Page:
This posting is a little off-topic of the API but I thought I would show you a little of how I use Inventor at home. I do some woodworking and use Inventor to design my woodworking projects. I agonize over the design and worry about every cut. Being able to fully design every piece and see how they fit together before making any saw dust is a huge help. Here are some pictures of my latest project, a Murphy bed.
The bed in the up position. (click to see full size in new window)
The bed in the down position. (click to see full size in new window)
The real thing. (click to see full size in new window)
Inventor worked great for the initial design. Where it fell short was in the process of going from that design to a set of working drawings. The biggest issue was determining the stock I would need and how to cut the pieces from that stock. Admittedly this is mostly a woodworking specific problem and not something Inventor was designed for. The method I ended up using was to create an assembly for each type of wood. For example, I had one assembly for all 3/4" oak plywood, and another for all 3/4" solid oak. In each assembly I have a sketch that contains one or more rectangles that represent the stock. I inserted each part into the correct assembly and manually positioned them within the stock. Below is a screen shot of one of these assemblies.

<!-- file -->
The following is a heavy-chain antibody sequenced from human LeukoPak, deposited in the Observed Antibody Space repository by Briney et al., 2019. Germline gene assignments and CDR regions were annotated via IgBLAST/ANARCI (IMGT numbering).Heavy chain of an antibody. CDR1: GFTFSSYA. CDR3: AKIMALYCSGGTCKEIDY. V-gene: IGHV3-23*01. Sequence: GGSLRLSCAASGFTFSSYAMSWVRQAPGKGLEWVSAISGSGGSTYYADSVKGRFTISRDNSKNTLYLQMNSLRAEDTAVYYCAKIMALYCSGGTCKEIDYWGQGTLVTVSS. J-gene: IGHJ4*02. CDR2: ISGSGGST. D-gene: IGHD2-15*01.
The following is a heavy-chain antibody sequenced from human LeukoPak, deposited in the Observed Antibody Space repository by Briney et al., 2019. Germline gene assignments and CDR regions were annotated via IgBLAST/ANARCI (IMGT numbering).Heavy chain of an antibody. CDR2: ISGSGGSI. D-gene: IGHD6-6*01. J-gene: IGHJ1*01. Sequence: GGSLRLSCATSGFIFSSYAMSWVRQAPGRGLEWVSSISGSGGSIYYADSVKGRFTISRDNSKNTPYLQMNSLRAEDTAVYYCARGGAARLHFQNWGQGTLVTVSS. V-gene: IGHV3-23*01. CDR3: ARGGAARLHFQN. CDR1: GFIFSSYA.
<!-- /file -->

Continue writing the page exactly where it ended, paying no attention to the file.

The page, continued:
Laying out the boards on the stock.
I made drawings of these assemblies to use in the shop. These drawings, an assembly drawing containing the parts list and a few more detail drawings, and I was ready to start cutting.
I plan to write an add-in to help automate the stock layout process. I have the intial design but it will be a long-term project.
I purchased the bed mechanism and plans from Rockler Woodworking. Their overall design is very good and the hardware functions great. The goal of their plan was to make a bed that works and the construction being as easy as possible. I didn't like some of what they did to make the construction easier so I made some changes. The majority of the wood in their plan is just plywood with iron-on edge banding. I used solid wood to cover the edges of the sides and made rail and stile panels for the front doors. I chose baltic birch for the bed frame and left the edges exposed. They also had a lot of screwed butt joints in their design. Instead I used a combination of dovetails, biscuits, and pocket screws so none of the fasteners are visible.